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Posted on on July 13th, 2012
by Pincas Jawetz (

The Community of Latin American and Caribbean States (CELAC) was established December 2011 in Caracas, as all three pre-existing organizations of Latin America prove to be behind the times – this mainly because of the US push to keep still Cuba outside the international system.

The Organization of American States does not include Cuba and similar problems are facing the Caribbean CARICOM and the Economic Commission for Latin America and the Caribbean (ECLAC).

With China becoming more important in the Western Hemisphere – now CELAC – that includes all States except the US and Canada – becomes a more appropriate conversation partner to China – replacing ECLAC which is viewed as a tol of the US.

We have here a series of articles from THE GUYANA TIMES that show this evolution in changing inter-Western Hemisphere States around the time of the RIO+20 meeting, June 2012.

Chile is the linchpin to this Latin American reorganization – hosting both ECLAC and CELAC. The latter brought along also the members of CARICOM. How long will it take to the US to realize that its economic relations in the region are at stake?

Chinese premier proposes high-level cooperation forum with Latin America, Caribbean

July 4, 2012, THE GUYANA TIMES.
ECLAC Executive Secretary Alicia Bárcena, and Chinese Premier Wen Jiabao enter the ECLAC building in Santiago, Chile

In order to deepen strategic relations with the region, today the Chinese Premier Wen Jiabao proposed the creation of a China-Latin America cooperation forum and the establishment of a regular dialogue mechanism with the troika of foreign ministers from the Community of Latin American and Caribbean States (CELAC) – with a first meeting due to be held during 2012.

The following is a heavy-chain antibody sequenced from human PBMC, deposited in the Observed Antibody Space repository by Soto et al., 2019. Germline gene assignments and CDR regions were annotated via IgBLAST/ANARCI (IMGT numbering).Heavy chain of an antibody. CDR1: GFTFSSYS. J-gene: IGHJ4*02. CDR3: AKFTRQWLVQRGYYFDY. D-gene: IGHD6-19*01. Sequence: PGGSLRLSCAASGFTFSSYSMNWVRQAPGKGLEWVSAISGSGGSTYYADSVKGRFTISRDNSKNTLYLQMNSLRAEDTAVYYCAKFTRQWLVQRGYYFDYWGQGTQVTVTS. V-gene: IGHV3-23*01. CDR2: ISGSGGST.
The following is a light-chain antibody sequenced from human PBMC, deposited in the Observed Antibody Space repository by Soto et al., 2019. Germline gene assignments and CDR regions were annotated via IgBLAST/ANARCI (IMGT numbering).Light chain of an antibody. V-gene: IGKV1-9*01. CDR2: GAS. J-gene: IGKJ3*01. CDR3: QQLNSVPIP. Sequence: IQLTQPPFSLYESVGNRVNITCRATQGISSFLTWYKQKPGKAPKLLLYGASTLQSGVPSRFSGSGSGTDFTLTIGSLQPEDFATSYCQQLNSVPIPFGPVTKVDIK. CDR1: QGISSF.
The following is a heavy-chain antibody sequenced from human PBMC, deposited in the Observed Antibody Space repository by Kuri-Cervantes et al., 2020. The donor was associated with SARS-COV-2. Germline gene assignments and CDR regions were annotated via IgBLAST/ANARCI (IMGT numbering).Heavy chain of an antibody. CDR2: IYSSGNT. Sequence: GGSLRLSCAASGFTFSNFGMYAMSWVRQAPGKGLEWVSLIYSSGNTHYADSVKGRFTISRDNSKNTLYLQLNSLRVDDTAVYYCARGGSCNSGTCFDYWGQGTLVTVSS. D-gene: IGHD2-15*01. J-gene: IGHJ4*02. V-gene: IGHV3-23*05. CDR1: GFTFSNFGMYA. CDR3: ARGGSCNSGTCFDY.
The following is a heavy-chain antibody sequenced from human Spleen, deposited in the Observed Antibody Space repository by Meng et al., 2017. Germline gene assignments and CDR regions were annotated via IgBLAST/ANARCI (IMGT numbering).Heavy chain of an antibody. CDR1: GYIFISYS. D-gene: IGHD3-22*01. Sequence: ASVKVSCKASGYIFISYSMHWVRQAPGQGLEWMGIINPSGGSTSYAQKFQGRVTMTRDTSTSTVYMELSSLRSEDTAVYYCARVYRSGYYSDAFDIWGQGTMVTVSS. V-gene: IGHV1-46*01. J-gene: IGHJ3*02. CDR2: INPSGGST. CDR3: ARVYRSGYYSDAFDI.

The Executive Secretary of the Economic Commission for Latin America and the Caribbean (ECLAC), Alicia Bárcena, welcomed Wen Jiabao on behalf of the commission.  From ECLAC, he then sent out a message to the Latin American and Caribbean region on the occasion of his official visit to Brazil, Uruguay, Argentina and Chile.
In his ECLAC speech, the Chinese Premier put forward concrete proposals for cooperation in areas such as food security, innovation, science and technology and sustainable development.
Wen Jiabao announced the creation of a cooperation fund for the region with an initial input of US$5.0 billion to promote, inter alia, the development of the manufacturing industry, as well as a credit line of US$10 billion dollars to boost infrastructure cooperation through the Bank of China. He proposed creating various forms of intergovernmental consultation mechanisms, broadening contacts among legislative institutions, political parties and territorial governments and strengthening the exchange of experiences in terms of state governance and the handling of administrative matters. He also suggested the creation of a forum for agriculture ministers and another forum for Scientific and Technological Innovation.
He mentioned that his country will give active consideration to ECLAC’s proposal to hold periodic meetings with the region’s heads of state and government. In the context of the visit by Wen Jiabao, today ECLAC launched the document The People’s Republic of China and Latin America and the Caribbean: Dialogue and cooperation for the new challenges of the global economy, which examines recent trade and investment trends.
According to the report, trade between China and the region is strikingly interindustrial, which means that China exports manufactured goods to the region, while Latin America and the Caribbean exports mainly raw materials. The document states that this reduces the potential for possible Chinese-Latin American business partnerships, and hampers a more effective integration of the region’s countries into the production chains of Asia-Pacific. Only four of the region’s countries (all in South America) posted surpluses in their trade with China in 2011: Brazil, Chile, Venezuela and Peru. In all cases, this was due to sales of a smaller number of commodities.
At the other extreme there is Mexico’s trade deficit with China: while less than two per cent of Mexican exports in 2011 went to China, 15 per cent of Mexico’s imports that year came from China. With this in mind, Wen Jiabao stated that China does not seek to have a trade surplus, but rather that it wishes to have balanced trade with the region by increasing future imports of products with greater added value from Latin America and the Caribbean. According to the country’s premier, China expects the volume of trade with the region to be worth more than US$400 billion in the next five years.